Salmonella typhimurium (red) invading cultured human cells. Salmonella can contaminate many foods including poultry, eggs, beef, pork, tomatoes and even peanut butter. Credit: Rocky Mountain Laboratories, NIAID, NIH
Written by Sara Peach for UNC Health Care
CHAPEL HILL, N.C. – People like to gripe about overly dry turkey on Thanksgiving. But nothing’s worse than a bird that goes up in flames.
Ernest Grant, RN, MSN, director of burn prevention and community outreach at the North Carolina Jaycee Burn Center, said that UNC Hospitals admits one or two people each Thanksgiving with burns related to deep-frying a turkey. Deep-fried-turkey mishaps have also caused local house and garage fires, he said.
Last year, Underwriters Laboratories, a consumer product safety organization, declined to endorse any turkey fryers because of widespread safety problems. For example, many fryers tip over easily, spilling dangerously hot oil. Most units don’t have thermostats, which means that oil can overheat and catch fire. (Watch fryers catch fire in this Underwriters Laboratories video.)
Some people fail to completely thaw a turkey before placing it in a fryer, Grant said. Because oil and water don’t mix, placing a frozen turkey in a fryer can cause ultra-hot grease to bubble all over the place.
“If done properly, you get a very nice, tasty bird,” he said. But to avoid serious injury or property damage while deep-frying a turkey, you must use extreme caution.
To stay safe, Grant said it’s wise to leave deep-frying to the professionals. For example, Bojangle’s and several grocery chains offer fried turkeys that can be ordered for the holiday.
If you’re determined to fry the turkey yourself, Grant offered these safety tips:
- Make sure the turkey is completely thawed and patted dry.
- Use peanut or cotton seed oil, which can tolerate very hot temperatures.
- Even though it’s likely to be cold on Thanksgiving, cook the turkey outside, such as on a driveway away from other objects. Don’t use the fryer in a garage or on a wooden deck or patio.
- Fryer handles can get extremely hot, so use oven mitts while you’re handling it.
Even if you’re cooking a turkey the traditional way, you should still take precautions, Grant said. For example, some people use a flimsy aluminum pan to bake a turkey. Such pans can bend when you take them out of the oven, spilling hot juices on your hands and wrists.
To avoid cooking injuries, Grant advised following these steps:
- Wear oven mitts that go past the wrist to protect your hands and arms from spills.
- Create a “safety zone” that extends three feet in front of the oven. Tell young children not to enter that zone while the oven is on.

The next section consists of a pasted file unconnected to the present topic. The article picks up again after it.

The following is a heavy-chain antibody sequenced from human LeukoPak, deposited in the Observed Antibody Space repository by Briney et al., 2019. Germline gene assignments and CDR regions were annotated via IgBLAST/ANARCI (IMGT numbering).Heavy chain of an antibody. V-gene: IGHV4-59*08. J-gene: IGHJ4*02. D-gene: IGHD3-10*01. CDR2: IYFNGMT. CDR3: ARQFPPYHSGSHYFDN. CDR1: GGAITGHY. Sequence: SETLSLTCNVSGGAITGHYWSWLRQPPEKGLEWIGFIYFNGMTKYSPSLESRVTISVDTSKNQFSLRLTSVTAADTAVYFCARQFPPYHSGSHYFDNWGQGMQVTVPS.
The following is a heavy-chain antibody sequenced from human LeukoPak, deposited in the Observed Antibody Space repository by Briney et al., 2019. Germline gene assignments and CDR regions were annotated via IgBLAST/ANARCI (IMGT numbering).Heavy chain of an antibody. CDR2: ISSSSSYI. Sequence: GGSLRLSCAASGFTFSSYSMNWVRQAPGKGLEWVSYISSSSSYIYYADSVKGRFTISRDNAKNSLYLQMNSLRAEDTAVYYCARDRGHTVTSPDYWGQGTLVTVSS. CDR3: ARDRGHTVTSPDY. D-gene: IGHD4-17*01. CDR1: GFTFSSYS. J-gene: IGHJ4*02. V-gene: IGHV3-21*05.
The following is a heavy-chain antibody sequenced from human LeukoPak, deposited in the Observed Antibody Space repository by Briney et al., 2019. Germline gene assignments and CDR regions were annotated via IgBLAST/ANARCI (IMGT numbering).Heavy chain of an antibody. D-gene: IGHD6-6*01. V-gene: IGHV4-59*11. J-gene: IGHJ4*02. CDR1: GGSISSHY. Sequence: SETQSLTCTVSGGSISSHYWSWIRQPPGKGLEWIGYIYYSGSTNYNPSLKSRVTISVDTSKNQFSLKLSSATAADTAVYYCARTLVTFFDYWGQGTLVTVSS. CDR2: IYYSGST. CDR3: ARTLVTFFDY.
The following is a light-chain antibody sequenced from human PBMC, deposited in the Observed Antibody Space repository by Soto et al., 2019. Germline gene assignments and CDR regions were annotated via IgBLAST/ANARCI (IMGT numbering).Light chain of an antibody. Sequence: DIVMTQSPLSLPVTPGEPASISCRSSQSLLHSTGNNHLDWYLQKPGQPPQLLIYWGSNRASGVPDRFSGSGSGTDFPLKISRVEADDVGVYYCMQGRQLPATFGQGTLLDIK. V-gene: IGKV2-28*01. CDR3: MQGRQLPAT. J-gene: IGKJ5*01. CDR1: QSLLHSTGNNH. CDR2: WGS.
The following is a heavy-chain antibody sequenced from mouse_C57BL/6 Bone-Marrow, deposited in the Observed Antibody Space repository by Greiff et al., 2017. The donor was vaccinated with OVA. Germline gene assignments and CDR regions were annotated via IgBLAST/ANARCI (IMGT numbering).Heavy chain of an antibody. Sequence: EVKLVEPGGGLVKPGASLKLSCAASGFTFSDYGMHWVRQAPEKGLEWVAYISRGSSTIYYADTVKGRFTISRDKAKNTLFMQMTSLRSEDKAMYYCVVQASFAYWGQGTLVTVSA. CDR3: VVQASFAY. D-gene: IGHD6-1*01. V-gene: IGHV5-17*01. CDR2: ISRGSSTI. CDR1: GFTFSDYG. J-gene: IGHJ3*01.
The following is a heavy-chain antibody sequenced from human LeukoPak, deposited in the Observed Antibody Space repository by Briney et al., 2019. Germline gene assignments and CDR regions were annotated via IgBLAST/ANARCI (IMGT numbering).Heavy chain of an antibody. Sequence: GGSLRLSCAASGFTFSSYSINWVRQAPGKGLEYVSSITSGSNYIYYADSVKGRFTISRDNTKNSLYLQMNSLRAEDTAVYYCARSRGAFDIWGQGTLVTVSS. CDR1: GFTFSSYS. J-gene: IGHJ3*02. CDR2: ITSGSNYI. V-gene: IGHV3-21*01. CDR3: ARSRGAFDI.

- Leave plenty of time for cooking so that you don’t need to rush.
- Keep a small fire extinguisher near the stove.
- If a pan catches fire, cover it with a lid to starve the fire of oxygen. Turn off the stove. Don’t try to take the pan outside, because you could trip or injure another person.
- If you’re not able to extinguish a fire within 30 seconds, it’s time to leave and call 911.
Salmonella in the stuffing
Another health hazard on Turkey Day is the bacteria lurking in your bird.
You should assume that any raw fowl contains salmonella, said David Weber, MD, MPH, professor of infectious diseases and pediatrics in the UNC School of Medicine, and professor epidemiology in the UNC Gillings School of Global Public Health.
Yes, turducken lovers – that means that your turkey, duck and chicken may each be contaminated.
To reduce your risk, follow these steps.
- Every time you cut raw meat on a cutting board or plate, disinfect it before you use it to cut items that will not be cooked. Put it in the dishwasher or wash it with a disinfectant.
- Avoid using a cutting board with a porous surface, such as wood.
- Prepare vegetable dishes, such as salads, before you handle the meat to avoid cross-contamination.
- Defrost the turkey in the fridge, not on the counter. Defrosting may take 24 hours or longer, so buy your turkey in advance.
- Use a meat thermometer to make sure the bird reaches the proper temperature: 165 degrees for at least five minutes. Make sure you avoid touching bone with the thermometer.
- Once the turkey is cooked, remove the stuffing and serve it separately. Stuffing is a more hospitable place for bacteria to grow than the turkey itself, Weber said.
- Don’t leave the turkey out on the counter. Cut it into pieces and put it back in the refrigerator. Keep in mind that bacteria populations can double in size every 20 minutes, Weber said. That means that after six hours without refrigeration, leftovers can contain millions of bacteria.
Cheese, cream and butter on your plate
Whew! You’ve cooked your turkey safely. Now, what can you do to ensure that your side dishes are healthy?
Susannah Southern, RD, LDN, an outpatient dietitian in UNC’s Department of Family Medicine, said the basics of a Thanksgiving dinner – lean turkey meat plus vegetable sides – are actually pretty nutritious.
“We tend to mess those up by adding a lot of extra calories from cheese and cream and butter,” she said.
She advises turning a skeptical eye toward the amount of fat and sodium in recipes.
“Look at a recipe, and if it calls for a half stick of butter, you can probably use a quarter,” she said. If a recipe calls for canned soup or broth, you can substitute a low-sodium and low-fat version. (Caution: Altering baked-good recipes can be tricky. You may want to consult a low-fat baking guide.)
“Those things can cut your calories and sodium by a third or more, but you still have something pretty tasty,” she said.